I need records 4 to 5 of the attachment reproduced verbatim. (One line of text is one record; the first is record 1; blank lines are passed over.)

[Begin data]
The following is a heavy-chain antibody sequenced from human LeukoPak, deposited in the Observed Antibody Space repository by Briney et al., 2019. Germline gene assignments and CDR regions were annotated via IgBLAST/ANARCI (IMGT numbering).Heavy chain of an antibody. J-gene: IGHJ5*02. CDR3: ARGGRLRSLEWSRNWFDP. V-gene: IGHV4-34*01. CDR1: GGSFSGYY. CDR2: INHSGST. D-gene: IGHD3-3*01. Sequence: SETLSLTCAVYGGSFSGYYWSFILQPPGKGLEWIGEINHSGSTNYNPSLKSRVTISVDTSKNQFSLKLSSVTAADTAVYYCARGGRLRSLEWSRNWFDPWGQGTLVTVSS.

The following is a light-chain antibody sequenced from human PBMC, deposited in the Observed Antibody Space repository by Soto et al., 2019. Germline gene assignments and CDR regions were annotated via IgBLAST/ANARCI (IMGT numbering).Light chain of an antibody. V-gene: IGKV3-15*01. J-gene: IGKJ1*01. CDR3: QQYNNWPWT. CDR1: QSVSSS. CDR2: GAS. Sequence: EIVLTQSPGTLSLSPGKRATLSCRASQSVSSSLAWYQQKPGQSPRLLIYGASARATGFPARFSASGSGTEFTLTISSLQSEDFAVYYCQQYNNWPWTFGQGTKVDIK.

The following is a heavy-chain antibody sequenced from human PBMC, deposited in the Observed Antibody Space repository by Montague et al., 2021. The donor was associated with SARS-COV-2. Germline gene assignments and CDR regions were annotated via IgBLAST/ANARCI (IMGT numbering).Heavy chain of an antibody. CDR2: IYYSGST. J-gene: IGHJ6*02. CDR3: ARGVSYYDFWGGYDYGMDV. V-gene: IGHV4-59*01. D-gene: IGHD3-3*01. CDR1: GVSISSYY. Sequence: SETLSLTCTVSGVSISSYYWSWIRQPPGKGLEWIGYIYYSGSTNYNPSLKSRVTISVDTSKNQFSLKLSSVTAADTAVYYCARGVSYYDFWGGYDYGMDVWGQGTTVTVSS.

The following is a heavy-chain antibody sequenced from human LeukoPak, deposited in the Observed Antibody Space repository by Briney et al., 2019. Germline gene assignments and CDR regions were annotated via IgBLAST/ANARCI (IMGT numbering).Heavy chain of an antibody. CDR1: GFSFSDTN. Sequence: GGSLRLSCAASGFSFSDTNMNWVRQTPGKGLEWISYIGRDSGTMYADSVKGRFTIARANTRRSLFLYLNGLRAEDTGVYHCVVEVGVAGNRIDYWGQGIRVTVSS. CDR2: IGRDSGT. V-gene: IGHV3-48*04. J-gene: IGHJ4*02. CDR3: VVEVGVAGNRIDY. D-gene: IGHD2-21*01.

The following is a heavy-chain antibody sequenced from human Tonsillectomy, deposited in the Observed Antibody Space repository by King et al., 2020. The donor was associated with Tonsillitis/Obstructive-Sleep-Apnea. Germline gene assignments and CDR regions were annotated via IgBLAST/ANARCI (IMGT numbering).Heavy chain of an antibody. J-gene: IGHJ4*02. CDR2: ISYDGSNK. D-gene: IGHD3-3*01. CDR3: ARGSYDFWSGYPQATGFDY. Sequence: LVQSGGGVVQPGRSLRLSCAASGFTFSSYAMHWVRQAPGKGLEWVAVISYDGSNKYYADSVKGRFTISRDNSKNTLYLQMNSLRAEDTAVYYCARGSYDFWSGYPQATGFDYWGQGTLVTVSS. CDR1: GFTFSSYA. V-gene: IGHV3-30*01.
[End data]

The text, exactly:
The following is a heavy-chain antibody sequenced from human LeukoPak, deposited in the Observed Antibody Space repository by Briney et al., 2019. Germline gene assignments and CDR regions were annotated via IgBLAST/ANARCI (IMGT numbering).Heavy chain of an antibody. CDR1: GFSFSDTN. Sequence: GGSLRLSCAASGFSFSDTNMNWVRQTPGKGLEWISYIGRDSGTMYADSVKGRFTIARANTRRSLFLYLNGLRAEDTGVYHCVVEVGVAGNRIDYWGQGIRVTVSS. CDR2: IGRDSGT. V-gene: IGHV3-48*04. J-gene: IGHJ4*02. CDR3: VVEVGVAGNRIDY. D-gene: IGHD2-21*01.

The following is a heavy-chain antibody sequenced from human Tonsillectomy, deposited in the Observed Antibody Space repository by King et al., 2020. The donor was associated with Tonsillitis/Obstructive-Sleep-Apnea. Germline gene assignments and CDR regions were annotated via IgBLAST/ANARCI (IMGT numbering).Heavy chain of an antibody. J-gene: IGHJ4*02. CDR2: ISYDGSNK. D-gene: IGHD3-3*01. CDR3: ARGSYDFWSGYPQATGFDY. Sequence: LVQSGGGVVQPGRSLRLSCAASGFTFSSYAMHWVRQAPGKGLEWVAVISYDGSNKYYADSVKGRFTISRDNSKNTLYLQMNSLRAEDTAVYYCARGSYDFWSGYPQATGFDYWGQGTLVTVSS. CDR1: GFTFSSYA. V-gene: IGHV3-30*01.